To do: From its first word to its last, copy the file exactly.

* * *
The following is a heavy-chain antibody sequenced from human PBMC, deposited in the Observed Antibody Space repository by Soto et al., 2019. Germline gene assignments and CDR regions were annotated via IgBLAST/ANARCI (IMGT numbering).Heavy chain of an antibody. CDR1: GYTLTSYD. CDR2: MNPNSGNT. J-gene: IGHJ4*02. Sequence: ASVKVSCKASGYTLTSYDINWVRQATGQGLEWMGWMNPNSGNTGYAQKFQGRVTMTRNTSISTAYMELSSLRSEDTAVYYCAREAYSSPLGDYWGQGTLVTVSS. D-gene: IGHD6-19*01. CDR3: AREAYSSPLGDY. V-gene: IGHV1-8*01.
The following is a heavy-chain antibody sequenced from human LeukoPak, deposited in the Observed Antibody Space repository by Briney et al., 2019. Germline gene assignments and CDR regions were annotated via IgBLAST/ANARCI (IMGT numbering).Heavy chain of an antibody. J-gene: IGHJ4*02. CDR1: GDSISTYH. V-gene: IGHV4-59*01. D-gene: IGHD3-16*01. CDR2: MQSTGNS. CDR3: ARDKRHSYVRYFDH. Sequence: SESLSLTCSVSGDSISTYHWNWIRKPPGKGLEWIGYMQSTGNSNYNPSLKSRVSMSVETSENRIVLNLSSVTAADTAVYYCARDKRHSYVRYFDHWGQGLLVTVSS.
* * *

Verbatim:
The following is a heavy-chain antibody sequenced from human PBMC, deposited in the Observed Antibody Space repository by Soto et al., 2019. Germline gene assignments and CDR regions were annotated via IgBLAST/ANARCI (IMGT numbering).Heavy chain of an antibody. CDR1: GYTLTSYD. CDR2: MNPNSGNT. J-gene: IGHJ4*02. Sequence: ASVKVSCKASGYTLTSYDINWVRQATGQGLEWMGWMNPNSGNTGYAQKFQGRVTMTRNTSISTAYMELSSLRSEDTAVYYCAREAYSSPLGDYWGQGTLVTVSS. D-gene: IGHD6-19*01. CDR3: AREAYSSPLGDY. V-gene: IGHV1-8*01.
The following is a heavy-chain antibody sequenced from human LeukoPak, deposited in the Observed Antibody Space repository by Briney et al., 2019. Germline gene assignments and CDR regions were annotated via IgBLAST/ANARCI (IMGT numbering).Heavy chain of an antibody. J-gene: IGHJ4*02. CDR1: GDSISTYH. V-gene: IGHV4-59*01. D-gene: IGHD3-16*01. CDR2: MQSTGNS. CDR3: ARDKRHSYVRYFDH. Sequence: SESLSLTCSVSGDSISTYHWNWIRKPPGKGLEWIGYMQSTGNSNYNPSLKSRVSMSVETSENRIVLNLSSVTAADTAVYYCARDKRHSYVRYFDHWGQGLLVTVSS.